Numerical Study of Some Unstably Stratified Boundary-Layer Flows over a Valley at Moderate Richardson Number

J. D. Carlson Atmospheric Sciences Program, The Ohio State University, Columbus, Ohio 43210

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M. R. Foster Department of Aeronautical and Astronautical Engineering, The Ohio State University, Columbus, Ohio 43210

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Abstract

A two-dimensional numerical model is utilized to investigate steady-state, three-dimensional turbulent flow over a valley under unstable thermal stratifications. An eddy viscosity turbulence model is employed, in which the mixing length is a function of distance to the surface, shears of the mean velocity components, and a stability parameter involving Monin-Obukhov length. Three case studies are presented to show the effect of various surface temperature distributions on flow at bulk Richardson numbers in the vicinity of minus one. At such numbers the thermal effects of topography are of the same scale as the dynamic effects. Variables examined for each of the cases include the potential temperature and vorticity over the valley as well as the surface heat flux and shear stress. In addition, the shape and magnitude of the wind speed profiles over the two valley slopes are presented and discussed. Baroclinicity and thermally enhanced turbulent mixing are seen to play important roles. In all three cases the ambient momentum of the geostrophic wind is well-mixed down to the valley surface, preventing any local upslope flows over the windward slope from developing.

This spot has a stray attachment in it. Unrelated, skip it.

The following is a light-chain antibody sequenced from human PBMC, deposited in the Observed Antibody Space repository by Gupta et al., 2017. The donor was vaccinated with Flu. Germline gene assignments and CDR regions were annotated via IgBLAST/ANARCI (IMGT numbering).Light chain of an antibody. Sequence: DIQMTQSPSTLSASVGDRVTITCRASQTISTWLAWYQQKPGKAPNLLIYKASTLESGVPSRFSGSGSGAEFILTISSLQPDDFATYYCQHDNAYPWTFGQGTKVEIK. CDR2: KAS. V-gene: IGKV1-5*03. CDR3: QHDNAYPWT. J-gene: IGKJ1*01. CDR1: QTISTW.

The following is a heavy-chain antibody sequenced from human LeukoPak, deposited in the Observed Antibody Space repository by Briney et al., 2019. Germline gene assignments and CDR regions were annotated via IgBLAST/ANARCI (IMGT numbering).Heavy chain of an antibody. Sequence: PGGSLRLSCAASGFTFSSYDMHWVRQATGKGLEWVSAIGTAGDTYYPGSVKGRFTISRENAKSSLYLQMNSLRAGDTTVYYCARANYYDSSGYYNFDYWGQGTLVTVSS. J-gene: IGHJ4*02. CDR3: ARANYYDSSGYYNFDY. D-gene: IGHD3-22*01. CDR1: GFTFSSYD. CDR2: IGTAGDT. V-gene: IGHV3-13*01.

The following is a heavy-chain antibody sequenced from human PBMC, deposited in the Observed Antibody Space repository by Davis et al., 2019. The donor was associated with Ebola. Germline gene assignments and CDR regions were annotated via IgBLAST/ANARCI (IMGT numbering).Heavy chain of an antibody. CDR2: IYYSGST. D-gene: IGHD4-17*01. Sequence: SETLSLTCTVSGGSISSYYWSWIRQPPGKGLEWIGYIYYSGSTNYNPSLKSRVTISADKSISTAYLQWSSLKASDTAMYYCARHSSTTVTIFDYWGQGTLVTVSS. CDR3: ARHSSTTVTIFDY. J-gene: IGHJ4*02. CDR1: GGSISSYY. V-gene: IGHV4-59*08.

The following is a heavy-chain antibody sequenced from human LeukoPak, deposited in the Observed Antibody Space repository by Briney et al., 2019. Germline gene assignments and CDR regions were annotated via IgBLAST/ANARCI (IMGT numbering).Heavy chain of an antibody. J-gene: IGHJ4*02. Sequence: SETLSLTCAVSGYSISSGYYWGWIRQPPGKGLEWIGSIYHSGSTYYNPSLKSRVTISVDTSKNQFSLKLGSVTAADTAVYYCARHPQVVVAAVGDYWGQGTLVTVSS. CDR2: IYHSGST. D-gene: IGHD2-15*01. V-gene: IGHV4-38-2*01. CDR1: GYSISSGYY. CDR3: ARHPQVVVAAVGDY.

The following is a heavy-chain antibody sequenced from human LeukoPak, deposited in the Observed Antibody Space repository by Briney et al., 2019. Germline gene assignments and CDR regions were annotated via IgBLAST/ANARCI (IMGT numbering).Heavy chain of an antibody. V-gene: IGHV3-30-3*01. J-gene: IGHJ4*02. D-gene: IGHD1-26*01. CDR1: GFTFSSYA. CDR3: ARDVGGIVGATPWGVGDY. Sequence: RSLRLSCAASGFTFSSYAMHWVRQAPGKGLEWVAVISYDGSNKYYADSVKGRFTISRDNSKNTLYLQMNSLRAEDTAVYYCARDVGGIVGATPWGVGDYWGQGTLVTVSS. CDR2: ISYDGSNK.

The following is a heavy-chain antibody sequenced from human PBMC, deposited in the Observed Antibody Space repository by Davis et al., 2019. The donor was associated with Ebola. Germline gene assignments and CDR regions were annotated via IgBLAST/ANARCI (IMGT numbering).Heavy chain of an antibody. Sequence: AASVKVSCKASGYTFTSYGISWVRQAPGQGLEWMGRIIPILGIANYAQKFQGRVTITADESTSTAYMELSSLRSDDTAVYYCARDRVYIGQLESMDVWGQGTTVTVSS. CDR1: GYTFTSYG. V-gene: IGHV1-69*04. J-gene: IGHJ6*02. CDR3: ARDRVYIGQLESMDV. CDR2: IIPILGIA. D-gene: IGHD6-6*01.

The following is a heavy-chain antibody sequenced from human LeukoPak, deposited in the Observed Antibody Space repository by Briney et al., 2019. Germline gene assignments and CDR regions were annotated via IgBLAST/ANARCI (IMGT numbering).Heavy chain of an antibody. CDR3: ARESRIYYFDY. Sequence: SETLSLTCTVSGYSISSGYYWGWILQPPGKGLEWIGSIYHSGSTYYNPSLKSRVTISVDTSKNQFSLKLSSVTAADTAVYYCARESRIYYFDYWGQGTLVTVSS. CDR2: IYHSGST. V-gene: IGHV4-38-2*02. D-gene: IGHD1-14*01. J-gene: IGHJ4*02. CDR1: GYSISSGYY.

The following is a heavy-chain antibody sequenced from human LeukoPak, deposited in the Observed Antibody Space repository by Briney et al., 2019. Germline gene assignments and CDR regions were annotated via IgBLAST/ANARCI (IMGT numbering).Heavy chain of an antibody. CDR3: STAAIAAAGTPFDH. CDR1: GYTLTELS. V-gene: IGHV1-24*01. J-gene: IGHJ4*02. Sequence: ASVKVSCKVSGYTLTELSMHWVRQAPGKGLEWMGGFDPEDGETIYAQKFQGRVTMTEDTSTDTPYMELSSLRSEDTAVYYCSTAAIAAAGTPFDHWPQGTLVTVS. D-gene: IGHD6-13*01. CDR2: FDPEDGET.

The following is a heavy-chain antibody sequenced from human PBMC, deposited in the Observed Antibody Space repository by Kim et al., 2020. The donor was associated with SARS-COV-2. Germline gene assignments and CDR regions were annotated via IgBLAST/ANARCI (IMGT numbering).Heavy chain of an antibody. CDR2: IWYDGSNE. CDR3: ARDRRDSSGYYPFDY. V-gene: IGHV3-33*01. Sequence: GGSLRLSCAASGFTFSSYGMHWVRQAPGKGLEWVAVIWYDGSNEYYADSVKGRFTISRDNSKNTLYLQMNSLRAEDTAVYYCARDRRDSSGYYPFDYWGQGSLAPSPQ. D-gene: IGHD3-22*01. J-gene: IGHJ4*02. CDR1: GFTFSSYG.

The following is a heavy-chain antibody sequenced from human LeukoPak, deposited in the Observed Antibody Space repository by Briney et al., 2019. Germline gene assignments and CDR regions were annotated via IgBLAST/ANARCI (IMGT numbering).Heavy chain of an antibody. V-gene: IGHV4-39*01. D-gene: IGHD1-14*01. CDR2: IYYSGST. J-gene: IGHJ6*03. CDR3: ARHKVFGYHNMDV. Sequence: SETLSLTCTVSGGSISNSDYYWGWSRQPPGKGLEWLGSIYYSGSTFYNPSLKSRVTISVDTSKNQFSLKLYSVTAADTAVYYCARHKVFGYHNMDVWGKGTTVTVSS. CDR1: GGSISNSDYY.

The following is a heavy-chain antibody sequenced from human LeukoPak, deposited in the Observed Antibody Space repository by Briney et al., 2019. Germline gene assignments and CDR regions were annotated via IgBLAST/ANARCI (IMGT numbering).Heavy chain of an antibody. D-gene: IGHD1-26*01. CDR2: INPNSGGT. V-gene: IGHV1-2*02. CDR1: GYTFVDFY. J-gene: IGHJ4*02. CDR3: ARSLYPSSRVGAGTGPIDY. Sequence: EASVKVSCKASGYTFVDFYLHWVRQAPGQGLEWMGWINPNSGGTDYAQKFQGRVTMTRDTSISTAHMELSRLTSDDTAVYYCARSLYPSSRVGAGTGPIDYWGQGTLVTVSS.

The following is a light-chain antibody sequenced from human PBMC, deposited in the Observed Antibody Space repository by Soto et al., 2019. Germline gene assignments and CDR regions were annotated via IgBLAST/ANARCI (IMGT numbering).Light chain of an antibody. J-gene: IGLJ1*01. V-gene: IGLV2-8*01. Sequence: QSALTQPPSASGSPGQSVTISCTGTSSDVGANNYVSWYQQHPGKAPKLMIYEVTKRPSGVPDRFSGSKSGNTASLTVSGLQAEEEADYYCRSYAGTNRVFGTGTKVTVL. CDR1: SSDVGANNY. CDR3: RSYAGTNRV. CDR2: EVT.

Abstract

A two-dimensional numerical model is utilized to investigate steady-state, three-dimensional turbulent flow over a valley under unstable thermal stratifications. An eddy viscosity turbulence model is employed, in which the mixing length is a function of distance to the surface, shears of the mean velocity components, and a stability parameter involving Monin-Obukhov length. Three case studies are presented to show the effect of various surface temperature distributions on flow at bulk Richardson numbers in the vicinity of minus one. At such numbers the thermal effects of topography are of the same scale as the dynamic effects. Variables examined for each of the cases include the potential temperature and vorticity over the valley as well as the surface heat flux and shear stress. In addition, the shape and magnitude of the wind speed profiles over the two valley slopes are presented and discussed. Baroclinicity and thermally enhanced turbulent mixing are seen to play important roles. In all three cases the ambient momentum of the geostrophic wind is well-mixed down to the valley surface, preventing any local upslope flows over the windward slope from developing.

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